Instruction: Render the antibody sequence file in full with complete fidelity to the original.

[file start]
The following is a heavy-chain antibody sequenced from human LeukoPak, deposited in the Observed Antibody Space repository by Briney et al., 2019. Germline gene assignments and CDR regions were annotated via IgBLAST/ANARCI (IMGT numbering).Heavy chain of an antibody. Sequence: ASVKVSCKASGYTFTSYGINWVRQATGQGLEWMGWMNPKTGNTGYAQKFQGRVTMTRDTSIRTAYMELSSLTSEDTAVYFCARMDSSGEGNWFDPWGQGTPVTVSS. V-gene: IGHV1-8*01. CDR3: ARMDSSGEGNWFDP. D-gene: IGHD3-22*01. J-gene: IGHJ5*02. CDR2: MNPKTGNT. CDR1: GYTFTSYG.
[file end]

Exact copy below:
The following is a heavy-chain antibody sequenced from human LeukoPak, deposited in the Observed Antibody Space repository by Briney et al., 2019. Germline gene assignments and CDR regions were annotated via IgBLAST/ANARCI (IMGT numbering).Heavy chain of an antibody. Sequence: ASVKVSCKASGYTFTSYGINWVRQATGQGLEWMGWMNPKTGNTGYAQKFQGRVTMTRDTSIRTAYMELSSLTSEDTAVYFCARMDSSGEGNWFDPWGQGTPVTVSS. V-gene: IGHV1-8*01. CDR3: ARMDSSGEGNWFDP. D-gene: IGHD3-22*01. J-gene: IGHJ5*02. CDR2: MNPKTGNT. CDR1: GYTFTSYG.